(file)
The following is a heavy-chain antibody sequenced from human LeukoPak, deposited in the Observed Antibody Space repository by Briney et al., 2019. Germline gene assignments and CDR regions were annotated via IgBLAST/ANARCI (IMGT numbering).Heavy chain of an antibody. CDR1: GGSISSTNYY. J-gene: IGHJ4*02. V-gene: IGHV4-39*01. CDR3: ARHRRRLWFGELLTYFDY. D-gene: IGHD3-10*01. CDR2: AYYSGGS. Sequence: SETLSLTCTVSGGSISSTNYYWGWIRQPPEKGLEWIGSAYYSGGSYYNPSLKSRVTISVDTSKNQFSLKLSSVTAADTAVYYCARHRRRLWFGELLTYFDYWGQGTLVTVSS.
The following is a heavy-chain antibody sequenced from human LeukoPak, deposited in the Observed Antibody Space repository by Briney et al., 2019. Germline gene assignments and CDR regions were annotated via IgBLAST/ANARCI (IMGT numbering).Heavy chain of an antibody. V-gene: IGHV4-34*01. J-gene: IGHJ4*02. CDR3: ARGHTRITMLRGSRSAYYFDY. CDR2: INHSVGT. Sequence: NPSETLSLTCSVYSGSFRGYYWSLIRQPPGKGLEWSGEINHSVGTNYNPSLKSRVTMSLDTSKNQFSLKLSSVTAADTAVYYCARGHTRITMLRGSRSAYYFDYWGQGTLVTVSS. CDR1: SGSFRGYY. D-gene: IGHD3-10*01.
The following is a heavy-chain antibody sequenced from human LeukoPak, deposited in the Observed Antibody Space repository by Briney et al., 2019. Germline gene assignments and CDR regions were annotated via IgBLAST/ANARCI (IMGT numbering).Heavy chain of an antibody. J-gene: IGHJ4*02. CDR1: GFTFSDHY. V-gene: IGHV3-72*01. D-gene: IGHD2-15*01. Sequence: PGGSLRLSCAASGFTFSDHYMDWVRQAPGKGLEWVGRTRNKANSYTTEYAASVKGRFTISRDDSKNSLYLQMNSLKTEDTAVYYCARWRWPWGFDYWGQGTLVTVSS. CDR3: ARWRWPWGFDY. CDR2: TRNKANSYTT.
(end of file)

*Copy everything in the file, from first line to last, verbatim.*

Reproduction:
The following is a heavy-chain antibody sequenced from human LeukoPak, deposited in the Observed Antibody Space repository by Briney et al., 2019. Germline gene assignments and CDR regions were annotated via IgBLAST/ANARCI (IMGT numbering).Heavy chain of an antibody. CDR1: GGSISSTNYY. J-gene: IGHJ4*02. V-gene: IGHV4-39*01. CDR3: ARHRRRLWFGELLTYFDY. D-gene: IGHD3-10*01. CDR2: AYYSGGS. Sequence: SETLSLTCTVSGGSISSTNYYWGWIRQPPEKGLEWIGSAYYSGGSYYNPSLKSRVTISVDTSKNQFSLKLSSVTAADTAVYYCARHRRRLWFGELLTYFDYWGQGTLVTVSS.
The following is a heavy-chain antibody sequenced from human LeukoPak, deposited in the Observed Antibody Space repository by Briney et al., 2019. Germline gene assignments and CDR regions were annotated via IgBLAST/ANARCI (IMGT numbering).Heavy chain of an antibody. V-gene: IGHV4-34*01. J-gene: IGHJ4*02. CDR3: ARGHTRITMLRGSRSAYYFDY. CDR2: INHSVGT. Sequence: NPSETLSLTCSVYSGSFRGYYWSLIRQPPGKGLEWSGEINHSVGTNYNPSLKSRVTMSLDTSKNQFSLKLSSVTAADTAVYYCARGHTRITMLRGSRSAYYFDYWGQGTLVTVSS. CDR1: SGSFRGYY. D-gene: IGHD3-10*01.
The following is a heavy-chain antibody sequenced from human LeukoPak, deposited in the Observed Antibody Space repository by Briney et al., 2019. Germline gene assignments and CDR regions were annotated via IgBLAST/ANARCI (IMGT numbering).Heavy chain of an antibody. J-gene: IGHJ4*02. CDR1: GFTFSDHY. V-gene: IGHV3-72*01. D-gene: IGHD2-15*01. Sequence: PGGSLRLSCAASGFTFSDHYMDWVRQAPGKGLEWVGRTRNKANSYTTEYAASVKGRFTISRDDSKNSLYLQMNSLKTEDTAVYYCARWRWPWGFDYWGQGTLVTVSS. CDR3: ARWRWPWGFDY. CDR2: TRNKANSYTT.